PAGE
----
"The Kandahar and Zabul faction was previously more powerful in the decision making process, but now the Haqqani group is more dominant as they seized control of Kabul," said the commander, who declined to be named because of the sensitivity of the issue.
Even among the core southern leadership group, there are different allegiances around senior figures like Baradar and others including Mullah Omar's son Yaqoob, who has his own supporters in Kandahar.
The fall of Kabul has now also seen newer figures emerging like Anas Haqqani, youngest son of one of the founders of the Haqqani network, which has been blamed for some of the worst suicide bombing attacks of the war.
"They are not monolithic, and they are not monolithic within their own divisions," said one Western diplomat with long experience in the region.
In the days following the fall of Kabul, Anas Haqqani has taken an increasingly visible political role, emerging from the shadow of his brother Sirajuddin Haqqani, the deputy leader of the Taliban, who has a $10 million U.S. bounty on his head and has not appeared in public.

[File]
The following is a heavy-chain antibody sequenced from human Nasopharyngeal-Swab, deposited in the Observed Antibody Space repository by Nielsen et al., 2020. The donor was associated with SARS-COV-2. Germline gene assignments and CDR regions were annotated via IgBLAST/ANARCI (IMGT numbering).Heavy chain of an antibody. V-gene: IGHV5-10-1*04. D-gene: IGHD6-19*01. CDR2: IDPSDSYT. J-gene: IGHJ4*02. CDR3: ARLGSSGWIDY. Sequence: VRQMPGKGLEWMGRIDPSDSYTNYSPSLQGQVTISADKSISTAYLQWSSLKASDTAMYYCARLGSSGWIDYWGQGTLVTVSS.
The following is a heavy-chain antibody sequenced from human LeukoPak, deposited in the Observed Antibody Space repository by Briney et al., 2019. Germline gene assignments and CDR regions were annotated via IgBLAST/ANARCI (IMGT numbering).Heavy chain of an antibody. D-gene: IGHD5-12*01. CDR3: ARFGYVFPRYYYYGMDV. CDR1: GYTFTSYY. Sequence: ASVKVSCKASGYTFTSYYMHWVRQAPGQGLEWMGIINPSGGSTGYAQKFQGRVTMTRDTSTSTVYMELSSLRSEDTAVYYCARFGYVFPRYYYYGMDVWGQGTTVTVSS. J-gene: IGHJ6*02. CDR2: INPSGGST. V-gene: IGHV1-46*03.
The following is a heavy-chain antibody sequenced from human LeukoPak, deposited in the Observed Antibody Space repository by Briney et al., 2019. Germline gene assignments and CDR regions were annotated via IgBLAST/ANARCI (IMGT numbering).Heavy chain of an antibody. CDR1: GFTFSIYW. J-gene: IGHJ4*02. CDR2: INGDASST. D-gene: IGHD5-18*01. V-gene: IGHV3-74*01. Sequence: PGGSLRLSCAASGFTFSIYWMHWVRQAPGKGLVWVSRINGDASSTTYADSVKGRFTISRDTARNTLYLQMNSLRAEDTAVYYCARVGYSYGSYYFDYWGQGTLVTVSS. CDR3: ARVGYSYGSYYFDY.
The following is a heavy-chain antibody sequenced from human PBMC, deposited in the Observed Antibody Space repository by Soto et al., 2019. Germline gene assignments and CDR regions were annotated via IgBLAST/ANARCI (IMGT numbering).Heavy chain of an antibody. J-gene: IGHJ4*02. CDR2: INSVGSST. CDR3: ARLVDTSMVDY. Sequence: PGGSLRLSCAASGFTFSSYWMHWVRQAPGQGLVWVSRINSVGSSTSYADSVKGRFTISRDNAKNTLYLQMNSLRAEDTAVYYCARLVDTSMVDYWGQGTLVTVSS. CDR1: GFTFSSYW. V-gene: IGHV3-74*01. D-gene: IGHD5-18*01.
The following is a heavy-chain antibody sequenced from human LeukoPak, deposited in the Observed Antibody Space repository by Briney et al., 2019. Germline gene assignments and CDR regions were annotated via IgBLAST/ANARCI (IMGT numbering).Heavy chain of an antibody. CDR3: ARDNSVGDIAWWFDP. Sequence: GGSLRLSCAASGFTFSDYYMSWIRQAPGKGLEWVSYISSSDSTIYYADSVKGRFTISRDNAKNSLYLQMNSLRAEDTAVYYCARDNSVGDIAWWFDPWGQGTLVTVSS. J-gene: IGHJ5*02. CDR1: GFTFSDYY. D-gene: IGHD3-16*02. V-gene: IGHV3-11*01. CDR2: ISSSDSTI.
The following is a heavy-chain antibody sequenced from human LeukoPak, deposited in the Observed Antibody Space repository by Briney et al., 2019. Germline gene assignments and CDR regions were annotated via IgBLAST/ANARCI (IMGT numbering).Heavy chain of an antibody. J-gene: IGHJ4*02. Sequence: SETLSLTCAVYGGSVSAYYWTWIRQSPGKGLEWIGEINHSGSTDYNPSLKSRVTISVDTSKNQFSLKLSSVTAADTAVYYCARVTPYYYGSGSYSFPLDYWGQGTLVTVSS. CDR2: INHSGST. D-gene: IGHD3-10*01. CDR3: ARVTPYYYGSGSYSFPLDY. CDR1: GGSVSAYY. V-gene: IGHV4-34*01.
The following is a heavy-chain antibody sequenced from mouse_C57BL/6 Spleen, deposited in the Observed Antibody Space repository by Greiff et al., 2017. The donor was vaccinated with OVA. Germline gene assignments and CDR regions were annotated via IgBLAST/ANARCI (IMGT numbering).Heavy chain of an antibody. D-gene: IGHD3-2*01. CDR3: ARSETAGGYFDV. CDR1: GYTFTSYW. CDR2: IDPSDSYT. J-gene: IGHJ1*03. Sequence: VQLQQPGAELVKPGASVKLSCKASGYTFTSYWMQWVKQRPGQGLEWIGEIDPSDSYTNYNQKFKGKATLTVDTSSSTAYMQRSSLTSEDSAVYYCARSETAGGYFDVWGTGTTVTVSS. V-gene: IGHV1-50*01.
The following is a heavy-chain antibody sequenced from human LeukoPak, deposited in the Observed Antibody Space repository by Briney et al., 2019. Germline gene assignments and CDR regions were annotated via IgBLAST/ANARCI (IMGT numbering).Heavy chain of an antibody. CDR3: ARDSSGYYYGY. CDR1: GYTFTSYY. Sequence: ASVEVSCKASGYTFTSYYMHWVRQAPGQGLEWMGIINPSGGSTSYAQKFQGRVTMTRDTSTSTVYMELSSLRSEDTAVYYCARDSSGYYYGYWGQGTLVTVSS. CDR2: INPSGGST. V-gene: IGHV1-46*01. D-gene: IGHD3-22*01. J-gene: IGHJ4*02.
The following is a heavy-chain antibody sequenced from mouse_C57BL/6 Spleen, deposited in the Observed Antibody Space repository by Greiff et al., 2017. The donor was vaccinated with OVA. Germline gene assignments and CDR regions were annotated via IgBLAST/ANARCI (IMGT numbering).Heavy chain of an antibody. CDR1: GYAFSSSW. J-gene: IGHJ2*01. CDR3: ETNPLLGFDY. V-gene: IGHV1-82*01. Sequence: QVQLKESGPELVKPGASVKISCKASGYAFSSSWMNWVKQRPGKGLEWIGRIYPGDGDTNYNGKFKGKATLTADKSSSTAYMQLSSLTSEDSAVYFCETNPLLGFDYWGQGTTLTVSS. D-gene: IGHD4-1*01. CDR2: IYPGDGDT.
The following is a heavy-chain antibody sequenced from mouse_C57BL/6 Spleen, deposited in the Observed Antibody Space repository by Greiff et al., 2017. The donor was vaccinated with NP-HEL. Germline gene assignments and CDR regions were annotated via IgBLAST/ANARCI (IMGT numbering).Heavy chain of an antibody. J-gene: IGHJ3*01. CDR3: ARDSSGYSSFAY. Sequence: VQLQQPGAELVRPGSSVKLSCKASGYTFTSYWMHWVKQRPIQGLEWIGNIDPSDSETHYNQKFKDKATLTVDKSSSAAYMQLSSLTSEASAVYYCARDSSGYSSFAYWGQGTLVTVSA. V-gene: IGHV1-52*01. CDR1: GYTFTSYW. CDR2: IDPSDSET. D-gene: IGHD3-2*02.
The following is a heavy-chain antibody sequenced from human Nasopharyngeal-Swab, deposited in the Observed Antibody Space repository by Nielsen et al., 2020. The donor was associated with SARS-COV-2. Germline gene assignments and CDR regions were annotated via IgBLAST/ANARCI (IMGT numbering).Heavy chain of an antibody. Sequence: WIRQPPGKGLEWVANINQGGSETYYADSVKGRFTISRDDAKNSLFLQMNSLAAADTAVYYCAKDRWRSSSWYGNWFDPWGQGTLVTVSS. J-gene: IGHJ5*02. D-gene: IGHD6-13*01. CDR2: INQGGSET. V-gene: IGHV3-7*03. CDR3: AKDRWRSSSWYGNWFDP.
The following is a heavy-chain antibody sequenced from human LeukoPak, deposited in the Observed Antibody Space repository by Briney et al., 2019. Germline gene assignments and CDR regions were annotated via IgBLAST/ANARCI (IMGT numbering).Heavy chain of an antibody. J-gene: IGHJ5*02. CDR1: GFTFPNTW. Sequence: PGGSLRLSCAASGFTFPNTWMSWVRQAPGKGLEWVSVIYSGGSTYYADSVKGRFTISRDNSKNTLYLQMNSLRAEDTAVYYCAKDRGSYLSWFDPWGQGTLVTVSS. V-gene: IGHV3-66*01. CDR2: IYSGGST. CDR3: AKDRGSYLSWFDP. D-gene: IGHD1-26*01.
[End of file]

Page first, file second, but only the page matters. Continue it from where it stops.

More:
Boosted by the successes of Badri313 unit, Haqqani has been one of the most prominent Taliban faces on social media since the fall of Kabul, posing for photographs everywhere from the newly secured airport to a meeting with members of Afghanistan's popular cricket team.
Reuters was not able to contact Anas Haqqani directly but in an interview with Turkish television station TRT World he said he would like to be a soldier or to work and serve the people but added: "If they tell me to stand aside, I will."
For years, the U.S. military and the Western-backed government in Kabul tried to exploit divisions within the Taliban by appealing to commanders perceived to be more open to negotiations, without succeeding in fracturing the movement.